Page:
Monday, May 23, 2011

Best of the Democratic Left

David McReynolds, "The View from Over the Hill"

 On April 26, 2011, there was a book party in New York City for Martin Duberman's double biography of Barbara Deming and David McReynolds, titled A Saving Remnant.
This is McReynolds expanded version of his remarks.  He is a former chair of War Resisters International, and was the Socialist Party candidate for President in 1980 and 2000. 

Dissent writers on the killing of Osama Bin Laden  

Michael Walzer and four others. 

Russell Fox on "The History and Legacy of Kansas Populism

Alan Johnson, "The Mind of the Pro-Tyrant Left" 

This pro-tyrant left thinks it holds the key to the entire world in the palm of its hand. If America is opposed to a tyrant, then—there is some dubious logic here, but this really is the crucial move—the tyrant must be opposing America. And—this is the last stretch, stay with me—therefore the tyrant is an “anti-imperialist” and, objectively, “progressive.”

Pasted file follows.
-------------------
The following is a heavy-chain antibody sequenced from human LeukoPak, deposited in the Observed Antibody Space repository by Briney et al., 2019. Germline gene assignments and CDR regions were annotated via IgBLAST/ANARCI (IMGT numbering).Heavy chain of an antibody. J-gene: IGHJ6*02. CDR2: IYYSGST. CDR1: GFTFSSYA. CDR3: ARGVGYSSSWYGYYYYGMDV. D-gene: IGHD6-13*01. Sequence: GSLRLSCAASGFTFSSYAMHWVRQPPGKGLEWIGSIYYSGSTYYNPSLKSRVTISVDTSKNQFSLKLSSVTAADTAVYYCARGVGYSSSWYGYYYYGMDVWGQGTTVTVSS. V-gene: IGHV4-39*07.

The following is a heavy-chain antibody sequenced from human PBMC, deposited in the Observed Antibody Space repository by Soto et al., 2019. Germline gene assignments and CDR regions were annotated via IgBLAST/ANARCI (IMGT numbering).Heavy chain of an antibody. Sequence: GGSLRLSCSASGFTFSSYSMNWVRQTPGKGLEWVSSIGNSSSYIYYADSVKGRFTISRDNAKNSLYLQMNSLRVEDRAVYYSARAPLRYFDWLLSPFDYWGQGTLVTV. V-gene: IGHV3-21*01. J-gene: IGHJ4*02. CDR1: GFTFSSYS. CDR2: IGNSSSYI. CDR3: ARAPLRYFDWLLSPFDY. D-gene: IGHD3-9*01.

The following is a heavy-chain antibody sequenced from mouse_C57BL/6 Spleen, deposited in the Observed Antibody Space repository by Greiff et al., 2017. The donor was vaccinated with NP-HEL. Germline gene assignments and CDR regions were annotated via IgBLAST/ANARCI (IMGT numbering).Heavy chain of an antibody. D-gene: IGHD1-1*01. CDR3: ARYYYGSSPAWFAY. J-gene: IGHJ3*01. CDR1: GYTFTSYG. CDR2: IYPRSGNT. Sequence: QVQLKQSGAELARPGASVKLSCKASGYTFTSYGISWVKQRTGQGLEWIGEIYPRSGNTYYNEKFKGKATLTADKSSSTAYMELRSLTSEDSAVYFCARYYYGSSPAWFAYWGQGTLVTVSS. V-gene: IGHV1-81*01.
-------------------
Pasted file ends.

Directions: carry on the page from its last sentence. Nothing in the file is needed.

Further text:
And these ideas have been adopted in softer forms throughout the culture—we see it in the refusal of emotional commitment to the West in its battles against dictators and terrorists, the refusal to credit the West with anything but malign intent, the tendency to blame ourselves when we are attacked, the demonization of Israel, and the pathological refusal to see plain the nature of forces such as Hamas and Hezbollah, who were defined by the leading American academic Judith Butler as “part of the global Left.”

When the 17th-century English revolutionaries dreamt of “a world turned upside down” it was not this they had in mind.
 David Osler, Rawanda: test case for absolute anti-imperialism

The more I think about it in retrospect, the more I am convinced that the UN should have gone in. Rwanda was hardly a purely academic question, and moral stances taken at the time had discernible outcomes. If there are any good counterarguments, they do not immediately occur to me.

This is not to say that the left should cheerlead the use of armed forces in every situation of humanitarian concern; opposition to the demands of the military-industrial complex rightly remains very much the default position. Nor should we back any old intervention; the risk of making a hash of it are invariably huge. Minimum preconditions include careful planning, thoughtful execution and widespread regional support.

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